Artist Ebony G. Patterson Will Change the Way You See Gardens Forever

Nafeesah Allen, House Beautiful, March 8, 2023

"Would you cut a painting in half?"

This is how Ebony G. Patterson responds when people ask if her artwork can be displayed without her signature wallpapers. Maximalist floral patterns are often the backdrop of the Jamaica-born artist’s displays, but they aren’t there for decoration. Patterson views the garden as a multilayered metaphor for the human ecosystem in today’s postcolonial world: Vines enshrine her portraiture and sculptural depictions of Black people. “My work examines ideas around visibility and invisibility,” the artist explains.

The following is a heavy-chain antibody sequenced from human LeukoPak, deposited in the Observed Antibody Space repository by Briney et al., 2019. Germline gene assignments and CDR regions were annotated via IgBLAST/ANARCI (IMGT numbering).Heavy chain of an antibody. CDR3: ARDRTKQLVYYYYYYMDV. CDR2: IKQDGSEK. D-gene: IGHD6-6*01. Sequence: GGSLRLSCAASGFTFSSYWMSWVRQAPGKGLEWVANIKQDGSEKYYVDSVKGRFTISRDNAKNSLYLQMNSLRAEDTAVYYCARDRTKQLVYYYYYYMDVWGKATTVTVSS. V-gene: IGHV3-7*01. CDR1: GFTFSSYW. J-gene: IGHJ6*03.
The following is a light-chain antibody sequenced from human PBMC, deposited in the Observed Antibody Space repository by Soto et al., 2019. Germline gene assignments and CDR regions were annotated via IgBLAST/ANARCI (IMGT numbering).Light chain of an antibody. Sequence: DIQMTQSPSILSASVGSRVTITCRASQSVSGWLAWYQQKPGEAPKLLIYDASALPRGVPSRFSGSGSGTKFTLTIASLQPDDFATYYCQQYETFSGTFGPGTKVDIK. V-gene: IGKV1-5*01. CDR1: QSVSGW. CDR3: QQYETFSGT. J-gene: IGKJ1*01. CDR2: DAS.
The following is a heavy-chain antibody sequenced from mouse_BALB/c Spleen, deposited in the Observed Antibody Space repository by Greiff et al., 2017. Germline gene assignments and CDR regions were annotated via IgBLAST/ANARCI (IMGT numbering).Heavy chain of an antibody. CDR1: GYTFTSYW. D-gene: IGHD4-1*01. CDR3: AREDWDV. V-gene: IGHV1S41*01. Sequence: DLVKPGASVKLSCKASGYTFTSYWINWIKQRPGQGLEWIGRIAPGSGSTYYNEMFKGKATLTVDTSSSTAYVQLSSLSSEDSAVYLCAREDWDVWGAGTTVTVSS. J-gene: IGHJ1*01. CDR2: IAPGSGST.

In her gardens, Patterson toys with vulgarity. People sometimes appear headless, limbless, or punctured. (The detail above, with a fly on the face of a young girl, is from her 2021 work ...the hawk looks she embraces the haunt...and flies come for the nourishing...) The artist's use of monarch butterflies isn’t about beauty at all. She finds it odd that “the butterfly is the only insect we’re not creeped out by,” when compared to other bugs like roaches that clean gardens and flies that are pollinators. After all, monarch butterflies evolved to survive eating poisonous milkweed plants. “When we face difficulties, we survive,” Patterson says. “We always do. Nature tells us that.” Growth is not always pretty but without it, we wither.


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